Water is a significant issue in growing certain nuts, too (almonds require around 3 gallons of water per nut), and they are typically grown in areas where water is scarce. Rice requires a lot of water from typically water-stressed regions, and it produces a lot more methane than, say, UK-grown potatoes. But let’s keep this in perspective: cattle produces 100kg of CO2e per kg, whereas rice produces 4.5kg. Californian cattle requires 1.5 times more water than Californian almonds. For this reason, I wouldn’t replace my cow’s milk with almond milk, but as oats can grow in the UK and use 13 times less water than cow’s milk.
Stone-cold statistics like these might convince some people, but not everyone. Let’s look at some common concerns about adopting a plant-based diet.
We were taught food pyramids or wheels at school, where meat and dairy are ‘required’ to be healthy. But now numerous studies have shown that plant-based diets provide all the nutrients required for a healthy diet. It does require some more thought at first, as simply cutting out meat and dairy will leave you lacking certain things. Vitamins, such as B12, are a common supplement in a plant-based diet; I get my B12 from fortified oat milk and Marmite. All the proteins you can get from beans, pulses, lentils, nuts, or legumes, can have a carbon footprint 50 times lower than from a beef burger. These foods contain plenty of iron too, as does spinach and broccoli (this is non-heme iron, and 90% of our body’s iron). The WHO have classified processed meats as Class 1 carcinogens, the same group as smoking, contributing to bowel and stomach cancers. Overconsumption of antibiotics has led to resistance bacteria such as MRSA.
It can be true that organically grown plant-based foods are more expensive than cheap meats. But this is partly due to the UK government allowing meat and dairy to be sold at 0% VAT. Plant-based foods are sold with VAT, making them 20% more expensive. Meat and dairy are therefore artificially cheap. Billions of pounds of public money is spent to subsidise meat and dairy, when it could be spent to make organic plant-based foods cheaper instead. Let’s campaign for this.
Farmers would lose their jobs
There are more than 11,000 dairy farmers and 23,600 beef and lamb producers in the UK. Reducing demand for meat and dairy would put these farmers out of business, surely? Not if they are offered grants from the government to change their farms into more sustainable and environmentally friendly ecosystems. A UK scheme is currently in place, but it currently pays the largest landowners disproportionately highly, meaning smaller farmers don’t benefit enough to rewild their land. A fairer scheme would be expensive, but a lot cheaper than continually and unsustainably repairing the country from the horrors of climate change and ecological collapse. Farmers need to be paid fairly to allow nature to flourish and to reduce their emissions.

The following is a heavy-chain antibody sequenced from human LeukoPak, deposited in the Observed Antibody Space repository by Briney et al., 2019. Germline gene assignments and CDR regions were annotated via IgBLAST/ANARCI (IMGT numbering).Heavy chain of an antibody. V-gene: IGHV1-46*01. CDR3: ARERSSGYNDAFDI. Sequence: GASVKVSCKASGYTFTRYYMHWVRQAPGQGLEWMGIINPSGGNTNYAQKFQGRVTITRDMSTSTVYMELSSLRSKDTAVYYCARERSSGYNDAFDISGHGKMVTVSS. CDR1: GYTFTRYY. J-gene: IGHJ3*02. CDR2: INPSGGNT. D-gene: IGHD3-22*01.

Freedom of choice
Everyone wants to make their own choices. This is what makes us human and what makes us happy. The last thing people want is to be told what they can eat. I made the choice to stop eating meat and dairy after I learnt about the disastrous effects it has on our crumbling environment and the inhumane conditions that animals suffer. It was not an easy decision to watch footage of the inside of abattoirs or dairy farms, but it was all a part of my education. I was still free to make my choice, but my choice changed when I learnt more about the topic.
Meat and dairy taste nice
I love the taste of bacon, burgers, milkshakes, omelettes, and steaks. But knowing the true cost of these foods was important to me in making my decision on whether I ate them or not. I also found that I could cook ‘tastier’ food with spices and techniques that I had never learnt before. Online videos have helped me to learn a new skill. I love cooking now. My parents bought me a plant-based cookery course for Christmas!
Overall, I wanted to contribute this article to share the issues around meat and dairy that made an enormous impact on me. Adopting a plant-based diet has made me happier and healthier, and it’s one of the most impactful actions I have been able to take in tackling the climate and ecological emergency. Today, the average UK citizen eats 20% less meat than in 2008, and this is an encouraging trajectory. My parents said after their first plant-based Christmas ‘this food tastes so good that I don’t see the point of eating meat anymore’. It has been a positive journey for all of us.